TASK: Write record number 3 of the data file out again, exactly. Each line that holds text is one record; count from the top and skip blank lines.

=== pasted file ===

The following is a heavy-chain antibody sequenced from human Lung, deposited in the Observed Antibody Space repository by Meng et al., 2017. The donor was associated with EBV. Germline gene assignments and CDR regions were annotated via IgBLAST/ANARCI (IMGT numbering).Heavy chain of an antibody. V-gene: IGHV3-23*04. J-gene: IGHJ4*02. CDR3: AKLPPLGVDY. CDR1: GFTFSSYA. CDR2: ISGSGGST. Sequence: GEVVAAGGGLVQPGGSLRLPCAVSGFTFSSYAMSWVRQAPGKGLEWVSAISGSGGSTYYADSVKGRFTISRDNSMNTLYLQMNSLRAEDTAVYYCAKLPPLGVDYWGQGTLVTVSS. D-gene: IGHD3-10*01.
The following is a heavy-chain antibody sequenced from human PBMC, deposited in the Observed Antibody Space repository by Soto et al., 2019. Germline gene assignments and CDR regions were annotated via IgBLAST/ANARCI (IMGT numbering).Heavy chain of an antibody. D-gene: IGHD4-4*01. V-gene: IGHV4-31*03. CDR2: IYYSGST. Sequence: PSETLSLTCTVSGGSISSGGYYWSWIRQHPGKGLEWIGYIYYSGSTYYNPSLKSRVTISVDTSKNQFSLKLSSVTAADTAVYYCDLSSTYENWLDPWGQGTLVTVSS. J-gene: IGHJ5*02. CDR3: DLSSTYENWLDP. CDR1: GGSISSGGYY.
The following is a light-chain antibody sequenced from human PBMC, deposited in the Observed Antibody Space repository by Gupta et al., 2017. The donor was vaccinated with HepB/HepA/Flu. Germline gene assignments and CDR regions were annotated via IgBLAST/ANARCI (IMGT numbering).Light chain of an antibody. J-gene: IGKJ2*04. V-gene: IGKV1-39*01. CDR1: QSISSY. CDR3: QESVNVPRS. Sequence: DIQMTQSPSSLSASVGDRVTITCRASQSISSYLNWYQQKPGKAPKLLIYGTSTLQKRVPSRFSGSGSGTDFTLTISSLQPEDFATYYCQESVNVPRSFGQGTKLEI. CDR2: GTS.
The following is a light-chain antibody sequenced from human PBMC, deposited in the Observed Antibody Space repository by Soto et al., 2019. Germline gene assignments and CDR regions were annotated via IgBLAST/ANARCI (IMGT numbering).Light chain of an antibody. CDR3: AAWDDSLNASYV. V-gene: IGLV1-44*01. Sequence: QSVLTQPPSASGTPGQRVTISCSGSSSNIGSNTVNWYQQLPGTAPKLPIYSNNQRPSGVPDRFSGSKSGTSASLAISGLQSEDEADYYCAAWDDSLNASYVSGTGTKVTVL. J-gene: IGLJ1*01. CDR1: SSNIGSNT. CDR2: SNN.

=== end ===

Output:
The following is a light-chain antibody sequenced from human PBMC, deposited in the Observed Antibody Space repository by Gupta et al., 2017. The donor was vaccinated with HepB/HepA/Flu. Germline gene assignments and CDR regions were annotated via IgBLAST/ANARCI (IMGT numbering).Light chain of an antibody. J-gene: IGKJ2*04. V-gene: IGKV1-39*01. CDR1: QSISSY. CDR3: QESVNVPRS. Sequence: DIQMTQSPSSLSASVGDRVTITCRASQSISSYLNWYQQKPGKAPKLLIYGTSTLQKRVPSRFSGSGSGTDFTLTISSLQPEDFATYYCQESVNVPRSFGQGTKLEI. CDR2: GTS.